BBC Radio 1 DJ Adele Roberts says early bowel cancer treatment 'saved my life'

Referrals for bowel cancer tests have been at record levels for the last 18 months. Credit: PA Images

A BBC Radio 1 DJ says receiving early treatment for bowel cancer was life-saving.

Adele Roberts underwent treatment for the second biggest cancer killer in the UK back in October 2021.

Shortly after being diagnosed with stage two of the disease, she had surgery to remove a tumour and began using a stoma bag.

What is a stoma bag?

  • A stoma bag, is a sack attached to the large bowel which collects poo from a person

  • The reason for this being stool can no longer pass out of the body through your back passage

What a stoma bag looks like.

The 44-year-old has now been cancer-free since June 2022 and is encouraging people to speak to health professionals early if they spot any of the signs and symptoms.

Roberts said: "It took me a while to pluck up the courage to call my GP at first.

"My symptoms seemed like things I could explain away. I didn't want to be a burden to the NHS and I was embarrassed.

"I shouldn't have worried. My GP took my concerns seriously, put me at ease and also offered me a home-testing kit.

"This meant I was able to do the test in the comfort of my own home.

"Soon after I was diagnosed with stage 2 bowel cancer, which was very nearly developing into stage 3.

"Getting the help I needed in time helped save my life. If you're worried please speak to someone, early detection saves lives and it helped save mine."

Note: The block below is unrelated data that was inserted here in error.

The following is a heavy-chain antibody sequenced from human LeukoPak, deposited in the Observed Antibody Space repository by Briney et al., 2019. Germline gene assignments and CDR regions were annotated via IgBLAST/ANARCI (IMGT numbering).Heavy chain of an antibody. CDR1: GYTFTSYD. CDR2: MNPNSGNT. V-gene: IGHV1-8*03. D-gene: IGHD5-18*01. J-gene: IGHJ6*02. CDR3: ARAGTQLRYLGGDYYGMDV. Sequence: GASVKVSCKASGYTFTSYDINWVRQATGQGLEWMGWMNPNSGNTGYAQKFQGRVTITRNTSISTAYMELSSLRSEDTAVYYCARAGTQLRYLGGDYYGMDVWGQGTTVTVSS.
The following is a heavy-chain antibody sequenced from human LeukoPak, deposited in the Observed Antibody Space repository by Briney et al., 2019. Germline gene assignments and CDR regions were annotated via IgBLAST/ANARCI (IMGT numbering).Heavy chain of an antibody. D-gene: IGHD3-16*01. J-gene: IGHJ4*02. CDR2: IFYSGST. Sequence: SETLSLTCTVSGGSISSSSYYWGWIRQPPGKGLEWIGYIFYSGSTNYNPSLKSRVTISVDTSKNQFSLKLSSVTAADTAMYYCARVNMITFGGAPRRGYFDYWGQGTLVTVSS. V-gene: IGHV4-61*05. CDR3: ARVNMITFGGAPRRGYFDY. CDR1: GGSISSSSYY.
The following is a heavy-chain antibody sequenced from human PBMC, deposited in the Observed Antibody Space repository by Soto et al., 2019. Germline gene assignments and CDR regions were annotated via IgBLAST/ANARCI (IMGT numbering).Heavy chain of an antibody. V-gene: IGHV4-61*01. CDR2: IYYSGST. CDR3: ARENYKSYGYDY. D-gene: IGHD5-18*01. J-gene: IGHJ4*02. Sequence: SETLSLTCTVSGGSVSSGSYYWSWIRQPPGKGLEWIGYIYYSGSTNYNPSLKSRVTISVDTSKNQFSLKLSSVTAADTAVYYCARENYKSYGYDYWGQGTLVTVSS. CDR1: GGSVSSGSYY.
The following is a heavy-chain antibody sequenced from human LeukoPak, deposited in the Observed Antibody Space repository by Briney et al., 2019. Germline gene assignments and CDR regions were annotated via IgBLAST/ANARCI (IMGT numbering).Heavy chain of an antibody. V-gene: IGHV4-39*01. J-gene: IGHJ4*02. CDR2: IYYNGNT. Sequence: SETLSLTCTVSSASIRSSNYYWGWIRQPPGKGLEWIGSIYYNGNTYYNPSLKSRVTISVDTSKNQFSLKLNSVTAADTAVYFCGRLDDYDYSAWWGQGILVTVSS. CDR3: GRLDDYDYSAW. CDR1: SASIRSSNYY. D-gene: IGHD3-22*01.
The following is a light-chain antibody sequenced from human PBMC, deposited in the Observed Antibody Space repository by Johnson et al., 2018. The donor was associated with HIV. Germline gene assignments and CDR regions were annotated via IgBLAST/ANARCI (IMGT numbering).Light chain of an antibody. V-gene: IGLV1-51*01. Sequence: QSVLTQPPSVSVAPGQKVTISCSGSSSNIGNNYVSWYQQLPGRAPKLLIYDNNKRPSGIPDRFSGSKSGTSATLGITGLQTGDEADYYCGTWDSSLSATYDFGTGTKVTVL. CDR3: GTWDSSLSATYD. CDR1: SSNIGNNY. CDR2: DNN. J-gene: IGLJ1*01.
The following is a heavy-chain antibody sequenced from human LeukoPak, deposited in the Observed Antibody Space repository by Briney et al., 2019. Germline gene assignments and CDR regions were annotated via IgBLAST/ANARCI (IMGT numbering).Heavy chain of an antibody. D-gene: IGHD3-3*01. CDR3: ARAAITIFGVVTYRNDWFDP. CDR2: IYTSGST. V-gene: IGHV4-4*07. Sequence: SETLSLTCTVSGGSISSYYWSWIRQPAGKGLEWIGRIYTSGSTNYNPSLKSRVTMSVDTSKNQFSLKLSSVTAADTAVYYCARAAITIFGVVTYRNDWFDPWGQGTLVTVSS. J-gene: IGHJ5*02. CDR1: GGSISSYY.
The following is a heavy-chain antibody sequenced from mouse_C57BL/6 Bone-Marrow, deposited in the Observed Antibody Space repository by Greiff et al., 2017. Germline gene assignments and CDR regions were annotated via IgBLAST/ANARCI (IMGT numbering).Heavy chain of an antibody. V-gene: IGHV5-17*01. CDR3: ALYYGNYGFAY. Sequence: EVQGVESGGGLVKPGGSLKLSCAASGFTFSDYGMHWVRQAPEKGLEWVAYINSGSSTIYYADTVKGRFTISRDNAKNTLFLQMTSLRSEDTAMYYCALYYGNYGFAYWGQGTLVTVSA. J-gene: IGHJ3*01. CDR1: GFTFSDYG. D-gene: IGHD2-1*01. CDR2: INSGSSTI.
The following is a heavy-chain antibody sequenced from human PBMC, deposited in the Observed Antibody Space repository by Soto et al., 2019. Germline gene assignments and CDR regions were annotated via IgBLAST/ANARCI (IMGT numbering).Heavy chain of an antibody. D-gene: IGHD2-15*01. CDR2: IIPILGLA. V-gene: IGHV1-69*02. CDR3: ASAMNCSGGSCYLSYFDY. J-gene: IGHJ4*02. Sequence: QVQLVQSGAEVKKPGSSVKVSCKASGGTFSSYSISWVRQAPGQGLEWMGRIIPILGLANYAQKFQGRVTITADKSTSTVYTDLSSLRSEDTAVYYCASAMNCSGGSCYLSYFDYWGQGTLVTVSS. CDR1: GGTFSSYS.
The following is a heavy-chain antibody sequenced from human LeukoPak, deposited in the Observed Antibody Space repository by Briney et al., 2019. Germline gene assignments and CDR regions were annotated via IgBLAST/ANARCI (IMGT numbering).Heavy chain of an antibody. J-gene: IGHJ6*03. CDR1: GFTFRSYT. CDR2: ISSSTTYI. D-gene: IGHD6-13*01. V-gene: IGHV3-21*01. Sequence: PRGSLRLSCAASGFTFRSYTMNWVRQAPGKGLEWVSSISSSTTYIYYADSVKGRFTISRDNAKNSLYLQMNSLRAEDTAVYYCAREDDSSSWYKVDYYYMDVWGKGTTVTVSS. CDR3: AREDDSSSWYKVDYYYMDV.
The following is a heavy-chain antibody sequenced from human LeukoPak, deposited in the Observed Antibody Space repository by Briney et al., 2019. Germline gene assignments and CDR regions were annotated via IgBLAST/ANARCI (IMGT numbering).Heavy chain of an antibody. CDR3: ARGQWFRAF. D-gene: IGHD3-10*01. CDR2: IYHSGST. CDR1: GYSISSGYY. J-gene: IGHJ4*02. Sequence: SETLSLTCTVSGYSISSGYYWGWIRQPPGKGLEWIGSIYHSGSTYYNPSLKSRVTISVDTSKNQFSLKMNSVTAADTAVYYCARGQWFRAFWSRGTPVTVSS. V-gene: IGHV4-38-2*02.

The DJ has joined Bowel Cancer UK in raising awareness of the condition. Credit: Instagram / Adele Roberts

The DJ is now supporting Bowel Cancer UK's new campaign highlighting the five red flag symptoms of the condition which are:

  • Blood in your stool

  • Weight loss

  • Abdominal pain

  • Change in bowel habits

  • Fatigue or tiredness

A new survey by Bowel Cancer UK has revealed that almost a quarter of people in Liverpool and nearly a third of people in Manchester cannot name any symptoms associated with bowel cancer.

This is compared with higher rates of awareness in more affluent areas, where over half of people know blood in your poo is a sign of bowel cancer, such as the South West of England (56%) and the South East of England (52%).

Credit: Instagram / Adele Roberts

Professor Peter Johnson, national clinical director for cancer at NHS England, said: "As with all cancers, acting at the first sign of symptoms can make a big difference to how bowel cancer can be treated and how successfully.

"You are much more likely to survive a cancer that is diagnosed early, which is why the NHS and charities like Bowel Cancer UK have run awareness campaigns about the signs to look for."

He added: "We would encourage people to speak to a GP about any concerning symptoms: knowing what is normal for you and acting when something isn't right can make all the difference."

Bowel Cancer UK Chief Executive Genevieve Edwards added: "It's concerning that people aren't aware of the symptoms of the UK's second biggest cancer killer.

"Someone dies from the disease every 30 minutes in the UK, which means that in the time it takes to watch an episode of your favourite soap, one family will lose a loved one to bowel cancer.

"But it doesn't have to be this way as it is treatable and curable, especially when diagnosed early."